As FTP is related to power and TSS is calculated from it, TRIMP is calculated based on threshold heart rate, which is an equivalent sort of metric to FTP. Obviously my heart is running differently than it used to, and I'm not in any position to run a threshold test for power or heart rate. What I've done is set my threshold HR to a point where the top of my target HR range, 140 bpm, is the top of zone 2, the aerobic endurance level where I should be training now. My TRIMP scores are based on that. It's not particularly accurate on an absolute scale, but that's not really important. It gives me a way to assess how rides compare to each other, which is the important thing at this point. 

Anyhow, my prescribed heart rate zone for exercise is 110-140 bpm, and boy I didn't expect to be able to get to such a high rate of perceived exertion (RPE) at what was previously quite a comfortable heart rate. I'm running two days a week at the cardiac rehab, and cycling three more days a week at home. I'm also going to stick with the periodization schedule from Joe Friel's seminal 'Cyclist's Training Bible' that I used in my racing days, which is three weeks of training followed by a light week to recover. 

When I'm on the bike I get data from my power meter, which is really useful and it's another reason why the bike is my favourite way to exercise. 

All my workouts have followed this formula: 5 minutes easy warmup, then the work interval at the top of that 110-140 zone, then a five minute cool down. Over the three weeks of exercise, I've increased weekly: 30, then 40, now 50 minute work intervals. Here's an example of the data chart from a typical ride, with heart rate 'zones', as described above, coloured:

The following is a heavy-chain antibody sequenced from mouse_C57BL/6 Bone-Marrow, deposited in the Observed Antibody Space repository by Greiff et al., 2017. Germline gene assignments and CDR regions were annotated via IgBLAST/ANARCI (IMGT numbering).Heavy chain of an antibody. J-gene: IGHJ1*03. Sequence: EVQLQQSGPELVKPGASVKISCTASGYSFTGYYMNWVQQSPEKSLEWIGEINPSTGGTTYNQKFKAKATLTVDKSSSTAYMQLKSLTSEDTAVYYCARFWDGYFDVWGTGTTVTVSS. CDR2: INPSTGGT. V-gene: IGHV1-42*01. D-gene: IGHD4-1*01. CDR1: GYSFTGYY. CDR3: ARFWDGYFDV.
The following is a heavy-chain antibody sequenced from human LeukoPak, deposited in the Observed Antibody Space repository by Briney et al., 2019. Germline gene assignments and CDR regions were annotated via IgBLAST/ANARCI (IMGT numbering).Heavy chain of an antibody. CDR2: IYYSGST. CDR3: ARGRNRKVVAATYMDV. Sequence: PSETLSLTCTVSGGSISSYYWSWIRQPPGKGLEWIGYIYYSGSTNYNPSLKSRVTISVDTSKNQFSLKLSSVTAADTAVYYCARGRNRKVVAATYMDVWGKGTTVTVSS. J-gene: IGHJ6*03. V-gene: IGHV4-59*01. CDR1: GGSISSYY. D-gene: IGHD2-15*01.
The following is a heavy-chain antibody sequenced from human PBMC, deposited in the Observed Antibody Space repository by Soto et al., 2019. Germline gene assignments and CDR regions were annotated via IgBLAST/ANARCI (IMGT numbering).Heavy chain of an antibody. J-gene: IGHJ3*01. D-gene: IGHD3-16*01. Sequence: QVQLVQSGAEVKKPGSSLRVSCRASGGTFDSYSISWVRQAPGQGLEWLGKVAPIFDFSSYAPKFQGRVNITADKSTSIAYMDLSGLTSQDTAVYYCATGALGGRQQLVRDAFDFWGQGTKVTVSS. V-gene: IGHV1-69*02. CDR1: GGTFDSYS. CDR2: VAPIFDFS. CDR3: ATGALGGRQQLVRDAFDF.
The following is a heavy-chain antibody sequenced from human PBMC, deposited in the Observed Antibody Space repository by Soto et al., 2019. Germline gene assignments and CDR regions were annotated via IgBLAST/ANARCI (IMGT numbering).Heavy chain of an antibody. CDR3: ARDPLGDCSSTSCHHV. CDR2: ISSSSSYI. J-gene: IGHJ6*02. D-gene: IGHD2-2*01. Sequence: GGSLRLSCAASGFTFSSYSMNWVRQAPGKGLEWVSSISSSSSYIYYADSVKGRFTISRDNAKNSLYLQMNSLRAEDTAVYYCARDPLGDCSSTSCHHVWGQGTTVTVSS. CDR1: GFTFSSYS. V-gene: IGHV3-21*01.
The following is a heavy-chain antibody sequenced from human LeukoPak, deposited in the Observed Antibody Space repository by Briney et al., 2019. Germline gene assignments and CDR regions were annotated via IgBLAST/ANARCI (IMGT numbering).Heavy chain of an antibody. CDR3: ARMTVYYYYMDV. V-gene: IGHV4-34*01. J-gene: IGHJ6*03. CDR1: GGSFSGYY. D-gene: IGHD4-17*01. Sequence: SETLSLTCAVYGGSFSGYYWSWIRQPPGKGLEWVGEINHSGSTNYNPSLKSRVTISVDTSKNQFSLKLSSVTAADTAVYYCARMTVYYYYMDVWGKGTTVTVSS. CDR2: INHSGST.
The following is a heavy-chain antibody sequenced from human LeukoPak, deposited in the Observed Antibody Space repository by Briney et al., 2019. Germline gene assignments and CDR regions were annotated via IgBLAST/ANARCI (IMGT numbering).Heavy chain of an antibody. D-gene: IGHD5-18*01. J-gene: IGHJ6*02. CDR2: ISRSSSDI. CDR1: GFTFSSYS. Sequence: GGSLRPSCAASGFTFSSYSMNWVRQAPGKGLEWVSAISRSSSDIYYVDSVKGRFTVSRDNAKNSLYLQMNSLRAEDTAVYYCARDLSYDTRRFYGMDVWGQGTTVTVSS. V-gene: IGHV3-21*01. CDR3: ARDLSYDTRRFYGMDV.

example ride.png

My first rides were pretty exploratory, but I soon hit my stride, though the numbers were woefully low, by my old standards. I have to remind myself regularly that those old numbers are not applicable right now.

Here are the key metrics from my first rides. Note that all this data is just for the work interval, not including warmup and cool down. 

Duration Avg Power (W) Avg HR Decoupling (%) TRIMP
30:00 108 133 7.08 35
30:00 105 136 6.53 40
30:00 126 139 5.77 40
40:00 133 134 -0.79 45
40:00 136 135 0.31 48
40:00 138 133 1.83 44
50:00 135 135 3.48 58
50:00 139 138 3.68 61

What I see from that data is, after the first couple of rides, a steady and fast increase in power output at an approximately steady average heart rate, and a fast increase in endurance as measured by decoupling, taking a bit of a hit as I increased from 40 to 50 minutes (probably due to both the increased duration and accumulated fatigue as I finish my first three week block), but still staying within a range indicating good aerobic endurance. 

Seeing as I'm still limited in terms of my HR zone, the plan is to continue to increase duration and strive to have good decoupling numbers going into longer and longer durations at the same heart rate. We'll see how far I can get before restrictions come off at some point, which I would assume would be the end of the rehab programme. I should actually inquire about that, as it would be a big let down if that wasn't the case. I know for certain that I'll have no long-term restrictions, but I should solidify that timeline.